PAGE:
Indonesian officials have come out to defend the low take-up for the country's new tax amnesty scheme, saying they expect a surge in numbers next month as the rich complete their tax evaluations.
"We have to admit that taxpayers like to do this at the last minute," Mr Luky Alfirman, the Finance Ministry's head of policy harmonisation and analysis, said at a media briefing yesterday.
"Recent discussions with tax officials from various areas in Indonesia also concluded that basically there are many taxpayers who are still doing their calculations."
His comments came after a slow start to the scheme, which kicked off last month to much fanfare.
Tax rates under the amnesty will range from 2 per cent to 10 per cent over three stages, depending on how soon individuals declare their previously untaxed assets and whether the funds are repatriated.
Indonesia is hoping that the nine- month amnesty programme will see the repatriation of about 1,000 trillion rupiah (S$103 billion) and add 165 trillion rupiah to its tax coffers.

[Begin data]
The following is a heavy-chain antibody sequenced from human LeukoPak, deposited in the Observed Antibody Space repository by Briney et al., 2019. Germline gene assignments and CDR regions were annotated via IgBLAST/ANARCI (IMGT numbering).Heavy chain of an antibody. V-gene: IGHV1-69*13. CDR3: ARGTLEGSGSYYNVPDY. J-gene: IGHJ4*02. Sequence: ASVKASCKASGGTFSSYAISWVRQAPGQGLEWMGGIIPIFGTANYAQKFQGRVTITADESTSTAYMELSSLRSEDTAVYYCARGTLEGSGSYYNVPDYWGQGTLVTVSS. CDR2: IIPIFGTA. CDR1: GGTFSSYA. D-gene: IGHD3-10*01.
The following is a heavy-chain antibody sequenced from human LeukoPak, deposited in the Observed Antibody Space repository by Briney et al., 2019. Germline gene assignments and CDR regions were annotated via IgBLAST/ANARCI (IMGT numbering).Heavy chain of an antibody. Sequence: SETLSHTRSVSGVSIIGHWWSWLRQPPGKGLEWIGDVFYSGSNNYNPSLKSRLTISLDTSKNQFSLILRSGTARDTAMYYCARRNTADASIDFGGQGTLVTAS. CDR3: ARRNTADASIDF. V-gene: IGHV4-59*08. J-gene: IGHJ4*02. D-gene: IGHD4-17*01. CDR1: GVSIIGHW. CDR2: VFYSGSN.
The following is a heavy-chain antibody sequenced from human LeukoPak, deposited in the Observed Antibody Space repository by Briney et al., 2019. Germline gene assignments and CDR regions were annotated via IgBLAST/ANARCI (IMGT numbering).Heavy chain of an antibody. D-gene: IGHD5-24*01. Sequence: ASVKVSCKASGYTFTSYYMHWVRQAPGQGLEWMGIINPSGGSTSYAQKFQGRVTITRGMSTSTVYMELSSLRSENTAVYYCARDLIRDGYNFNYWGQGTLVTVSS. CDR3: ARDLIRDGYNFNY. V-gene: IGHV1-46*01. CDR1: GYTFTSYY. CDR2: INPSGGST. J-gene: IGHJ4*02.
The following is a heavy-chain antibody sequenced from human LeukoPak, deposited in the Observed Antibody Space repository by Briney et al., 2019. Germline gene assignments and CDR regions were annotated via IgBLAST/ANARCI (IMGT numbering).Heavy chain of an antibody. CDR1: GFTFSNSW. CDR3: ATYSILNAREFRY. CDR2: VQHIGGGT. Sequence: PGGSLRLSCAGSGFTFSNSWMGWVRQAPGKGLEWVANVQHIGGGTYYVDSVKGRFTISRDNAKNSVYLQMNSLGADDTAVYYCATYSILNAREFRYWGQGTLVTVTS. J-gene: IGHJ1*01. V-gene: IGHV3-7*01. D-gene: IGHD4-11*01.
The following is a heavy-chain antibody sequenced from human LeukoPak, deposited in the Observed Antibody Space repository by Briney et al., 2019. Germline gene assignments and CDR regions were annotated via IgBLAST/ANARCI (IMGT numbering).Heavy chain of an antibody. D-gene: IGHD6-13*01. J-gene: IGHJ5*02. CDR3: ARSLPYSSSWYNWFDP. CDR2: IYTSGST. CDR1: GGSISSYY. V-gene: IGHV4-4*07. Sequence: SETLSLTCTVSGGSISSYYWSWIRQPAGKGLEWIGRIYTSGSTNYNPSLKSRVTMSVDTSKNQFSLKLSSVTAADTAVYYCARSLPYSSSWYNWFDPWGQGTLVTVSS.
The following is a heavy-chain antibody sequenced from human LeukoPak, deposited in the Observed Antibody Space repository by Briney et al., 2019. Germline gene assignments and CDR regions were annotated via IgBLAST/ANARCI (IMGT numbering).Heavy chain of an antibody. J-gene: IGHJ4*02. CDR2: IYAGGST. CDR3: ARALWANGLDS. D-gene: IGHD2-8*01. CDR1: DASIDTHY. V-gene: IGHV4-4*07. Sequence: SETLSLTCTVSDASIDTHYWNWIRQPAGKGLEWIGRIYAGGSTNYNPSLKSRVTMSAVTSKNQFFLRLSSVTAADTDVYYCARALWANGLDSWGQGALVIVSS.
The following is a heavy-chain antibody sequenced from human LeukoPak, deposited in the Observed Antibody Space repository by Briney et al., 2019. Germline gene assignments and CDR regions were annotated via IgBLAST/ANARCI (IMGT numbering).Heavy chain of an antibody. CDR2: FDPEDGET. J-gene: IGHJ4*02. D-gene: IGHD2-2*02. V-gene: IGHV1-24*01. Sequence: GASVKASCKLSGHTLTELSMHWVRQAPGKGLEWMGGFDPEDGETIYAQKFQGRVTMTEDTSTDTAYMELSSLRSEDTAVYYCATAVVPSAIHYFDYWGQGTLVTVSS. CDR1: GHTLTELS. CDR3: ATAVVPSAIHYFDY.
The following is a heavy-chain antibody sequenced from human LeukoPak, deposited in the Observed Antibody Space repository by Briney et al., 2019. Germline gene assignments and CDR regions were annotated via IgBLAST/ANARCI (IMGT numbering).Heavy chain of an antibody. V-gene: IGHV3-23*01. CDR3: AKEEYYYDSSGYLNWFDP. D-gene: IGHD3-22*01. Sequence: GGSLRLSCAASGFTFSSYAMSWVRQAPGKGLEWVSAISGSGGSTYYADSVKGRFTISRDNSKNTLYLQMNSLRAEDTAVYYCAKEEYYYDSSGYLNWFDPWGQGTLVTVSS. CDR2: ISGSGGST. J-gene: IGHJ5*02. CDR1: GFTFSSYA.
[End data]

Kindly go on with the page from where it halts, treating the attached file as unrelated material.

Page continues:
Director-general of taxes Ken Dwijugiasteadi told reporters at the briefing that since June, taxpayers have pledged to repatriate about 5 trillion rupiah. Responding to critics who point to a lack of response from rich taxpayers, he said: "Big taxpayers have joined the programme (but) we are still in the first stage, with two more stages ahead of us."
Mr Luky remains optimistic that more taxpayers will step forward in the coming months.
He said 85 billion rupiah in total redemption fees was collected last month but it rose to 94 billion rupiah as of early this month, with 378 billion rupiah and 1.2 trillion rupiah pledged as of the third and fourth weeks of the month.
"So the trend is exponential and this was exactly what happened during the 'Sunset Policy' in 2008, when taxpayers also joined at the last minute," he said, referring to a similar tax plan from 2008 to 2009 which pulled in 7.5 trillion rupiah in revenue. "So we expect it to peak towards the end of September."
Indonesia has a 250 million- strong population, but only 27 million are registered taxpayers. Of this number, just a million file their tax returns regularly each year.
Coordinating Economic Minister Darmin Nasution on Monday reiterated that the tax amnesty scheme is aimed mainly at rich Indonesians who have undeclared assets overseas, reported The Jakarta Post.
Dr Siwage Dharma Negara, a visiting fellow at the Iseas - Yusof Ishak Institute, said that for tax receipts to play a meaningful part in contributing to state coffers, an overhaul of the tax administration system is needed in Indonesia.
"This will need a strong political will and resilience," he said.